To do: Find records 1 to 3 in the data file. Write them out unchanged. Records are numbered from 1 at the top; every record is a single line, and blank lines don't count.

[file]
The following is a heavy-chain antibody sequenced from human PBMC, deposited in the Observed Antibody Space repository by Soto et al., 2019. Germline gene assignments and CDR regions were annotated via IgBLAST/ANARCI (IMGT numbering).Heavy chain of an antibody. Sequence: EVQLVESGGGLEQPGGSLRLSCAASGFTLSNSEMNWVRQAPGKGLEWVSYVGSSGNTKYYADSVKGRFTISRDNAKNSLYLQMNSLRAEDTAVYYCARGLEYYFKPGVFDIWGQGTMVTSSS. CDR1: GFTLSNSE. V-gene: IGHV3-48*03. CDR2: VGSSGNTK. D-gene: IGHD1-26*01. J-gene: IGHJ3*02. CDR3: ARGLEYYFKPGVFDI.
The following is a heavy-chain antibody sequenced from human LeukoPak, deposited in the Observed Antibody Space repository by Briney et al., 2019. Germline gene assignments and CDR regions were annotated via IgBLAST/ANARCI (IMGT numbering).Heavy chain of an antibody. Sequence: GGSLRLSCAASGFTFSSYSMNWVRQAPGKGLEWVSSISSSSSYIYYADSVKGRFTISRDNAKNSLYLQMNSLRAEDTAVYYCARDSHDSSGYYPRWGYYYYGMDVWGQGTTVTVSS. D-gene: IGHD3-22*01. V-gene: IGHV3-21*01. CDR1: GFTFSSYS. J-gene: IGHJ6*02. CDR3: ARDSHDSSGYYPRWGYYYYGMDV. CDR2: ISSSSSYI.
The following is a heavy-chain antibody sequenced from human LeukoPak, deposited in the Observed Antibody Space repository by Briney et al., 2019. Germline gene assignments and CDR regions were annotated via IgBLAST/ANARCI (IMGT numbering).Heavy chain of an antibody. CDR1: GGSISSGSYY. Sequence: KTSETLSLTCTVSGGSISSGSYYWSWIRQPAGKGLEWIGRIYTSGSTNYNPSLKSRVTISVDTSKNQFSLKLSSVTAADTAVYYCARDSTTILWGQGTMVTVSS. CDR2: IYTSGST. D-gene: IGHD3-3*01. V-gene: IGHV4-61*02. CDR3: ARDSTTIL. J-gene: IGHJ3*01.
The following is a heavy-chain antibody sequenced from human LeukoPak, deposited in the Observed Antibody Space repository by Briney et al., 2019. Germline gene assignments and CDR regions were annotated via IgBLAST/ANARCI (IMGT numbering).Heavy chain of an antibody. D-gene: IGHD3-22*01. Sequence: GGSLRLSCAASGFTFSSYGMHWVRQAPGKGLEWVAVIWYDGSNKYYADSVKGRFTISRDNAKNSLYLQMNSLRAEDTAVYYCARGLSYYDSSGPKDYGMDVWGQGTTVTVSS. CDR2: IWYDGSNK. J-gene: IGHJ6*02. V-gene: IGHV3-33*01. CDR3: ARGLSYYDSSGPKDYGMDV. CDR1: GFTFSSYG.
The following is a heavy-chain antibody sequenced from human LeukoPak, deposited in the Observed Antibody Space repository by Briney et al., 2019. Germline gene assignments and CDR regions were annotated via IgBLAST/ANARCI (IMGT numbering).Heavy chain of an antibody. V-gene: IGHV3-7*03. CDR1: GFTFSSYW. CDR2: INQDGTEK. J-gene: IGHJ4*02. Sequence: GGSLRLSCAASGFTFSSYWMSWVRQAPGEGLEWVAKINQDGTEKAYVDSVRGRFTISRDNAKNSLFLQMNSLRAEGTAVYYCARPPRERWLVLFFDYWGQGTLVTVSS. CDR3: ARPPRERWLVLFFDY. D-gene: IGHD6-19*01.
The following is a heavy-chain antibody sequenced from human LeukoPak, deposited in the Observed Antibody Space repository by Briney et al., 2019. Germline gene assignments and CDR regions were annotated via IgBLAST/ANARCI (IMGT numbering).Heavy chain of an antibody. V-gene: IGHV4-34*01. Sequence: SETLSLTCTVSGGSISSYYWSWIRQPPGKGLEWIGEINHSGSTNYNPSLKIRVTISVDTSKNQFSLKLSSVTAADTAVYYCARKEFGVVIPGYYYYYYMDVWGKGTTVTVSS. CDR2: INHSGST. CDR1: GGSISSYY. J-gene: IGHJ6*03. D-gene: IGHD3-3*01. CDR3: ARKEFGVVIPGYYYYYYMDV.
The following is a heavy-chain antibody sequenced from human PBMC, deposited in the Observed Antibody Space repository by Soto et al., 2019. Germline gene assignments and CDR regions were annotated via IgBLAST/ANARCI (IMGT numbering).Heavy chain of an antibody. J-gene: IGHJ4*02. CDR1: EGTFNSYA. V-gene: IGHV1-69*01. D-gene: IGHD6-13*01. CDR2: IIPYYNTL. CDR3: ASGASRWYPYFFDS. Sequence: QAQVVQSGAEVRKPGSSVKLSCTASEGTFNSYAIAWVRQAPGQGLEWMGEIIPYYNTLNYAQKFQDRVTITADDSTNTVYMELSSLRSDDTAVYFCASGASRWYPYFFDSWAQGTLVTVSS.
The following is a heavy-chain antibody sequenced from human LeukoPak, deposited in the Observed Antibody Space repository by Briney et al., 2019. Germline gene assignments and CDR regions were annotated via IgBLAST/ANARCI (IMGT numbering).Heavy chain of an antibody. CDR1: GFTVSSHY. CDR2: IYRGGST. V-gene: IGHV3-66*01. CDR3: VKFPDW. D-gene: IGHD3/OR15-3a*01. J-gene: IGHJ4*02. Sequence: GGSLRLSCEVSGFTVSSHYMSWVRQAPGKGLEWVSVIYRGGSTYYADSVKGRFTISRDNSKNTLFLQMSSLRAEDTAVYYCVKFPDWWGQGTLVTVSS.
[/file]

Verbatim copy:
The following is a heavy-chain antibody sequenced from human PBMC, deposited in the Observed Antibody Space repository by Soto et al., 2019. Germline gene assignments and CDR regions were annotated via IgBLAST/ANARCI (IMGT numbering).Heavy chain of an antibody. Sequence: EVQLVESGGGLEQPGGSLRLSCAASGFTLSNSEMNWVRQAPGKGLEWVSYVGSSGNTKYYADSVKGRFTISRDNAKNSLYLQMNSLRAEDTAVYYCARGLEYYFKPGVFDIWGQGTMVTSSS. CDR1: GFTLSNSE. V-gene: IGHV3-48*03. CDR2: VGSSGNTK. D-gene: IGHD1-26*01. J-gene: IGHJ3*02. CDR3: ARGLEYYFKPGVFDI.
The following is a heavy-chain antibody sequenced from human LeukoPak, deposited in the Observed Antibody Space repository by Briney et al., 2019. Germline gene assignments and CDR regions were annotated via IgBLAST/ANARCI (IMGT numbering).Heavy chain of an antibody. Sequence: GGSLRLSCAASGFTFSSYSMNWVRQAPGKGLEWVSSISSSSSYIYYADSVKGRFTISRDNAKNSLYLQMNSLRAEDTAVYYCARDSHDSSGYYPRWGYYYYGMDVWGQGTTVTVSS. D-gene: IGHD3-22*01. V-gene: IGHV3-21*01. CDR1: GFTFSSYS. J-gene: IGHJ6*02. CDR3: ARDSHDSSGYYPRWGYYYYGMDV. CDR2: ISSSSSYI.
The following is a heavy-chain antibody sequenced from human LeukoPak, deposited in the Observed Antibody Space repository by Briney et al., 2019. Germline gene assignments and CDR regions were annotated via IgBLAST/ANARCI (IMGT numbering).Heavy chain of an antibody. CDR1: GGSISSGSYY. Sequence: KTSETLSLTCTVSGGSISSGSYYWSWIRQPAGKGLEWIGRIYTSGSTNYNPSLKSRVTISVDTSKNQFSLKLSSVTAADTAVYYCARDSTTILWGQGTMVTVSS. CDR2: IYTSGST. D-gene: IGHD3-3*01. V-gene: IGHV4-61*02. CDR3: ARDSTTIL. J-gene: IGHJ3*01.